‘The architects von Gerkan, Marg and Partners (gmp) have been awarded first prize in the international competition to build the Culture Centre in the newly created Changzhou city centre – competing against KSP – Jürgen Engel Architects, Arata Isozaki and other leading practices. With a total floor area of 365,000 square metres, the building in this city of three million, between Wuxi and Nanjing, is six times the size of the Louvre in Paris. The new building complex includes a number of museums such as an arts museum, a science and technology museum and a library, together with service facilities supporting the centre for culture in the Xinbei district of the city.
The design reflects elements of Changzhou’s southern Chinese culture and the city’s prominent water features. The building modules – which cantilever bridge-like in a large arc – consist of six 45 metre-high pavilions which vary significantly inside with their different architectural functions, but form a visual whole from the outside. The space between the art gallery to the east and the science and technology museum to the west forms the public plaza in the centre of Changzhou. With its water features and generous landscaping, it provides an inviting ambiance and serves as a meeting point in the district. On the 256,000 square metre basement floor are an underground car park as well as numerous shop and retail areas which are lit by light wells and which are directly connected with the cultural facilities. A water course on the lower level running diagonally through the 100,000 square metre site links all the modules together and acts as a source of lighting for the restaurants in the basement.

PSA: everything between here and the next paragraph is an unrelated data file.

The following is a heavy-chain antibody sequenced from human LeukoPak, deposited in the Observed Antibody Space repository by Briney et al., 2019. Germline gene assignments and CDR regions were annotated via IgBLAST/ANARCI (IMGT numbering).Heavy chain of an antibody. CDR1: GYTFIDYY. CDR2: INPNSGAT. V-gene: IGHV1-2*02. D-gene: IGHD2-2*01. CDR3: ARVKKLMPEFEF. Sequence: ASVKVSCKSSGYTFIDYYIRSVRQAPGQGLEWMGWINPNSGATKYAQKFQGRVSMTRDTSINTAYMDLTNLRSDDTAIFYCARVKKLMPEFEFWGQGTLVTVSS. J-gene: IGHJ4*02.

With its material and colour, the façade picks up on the regional building tradition: staggered grey slate creates a solid external impression which is contrasted by the bright surfaces with white elements and transparent glass façades on the inside of the buildings.
The Culture Centre will play an important role in shaping the new city centre and its development, and it reflects Changzhou’s tradition carried over into the modern metropolis. The large roof spreads across the six culture pavilions and is used to define the public space for Changzhou’s citizens.’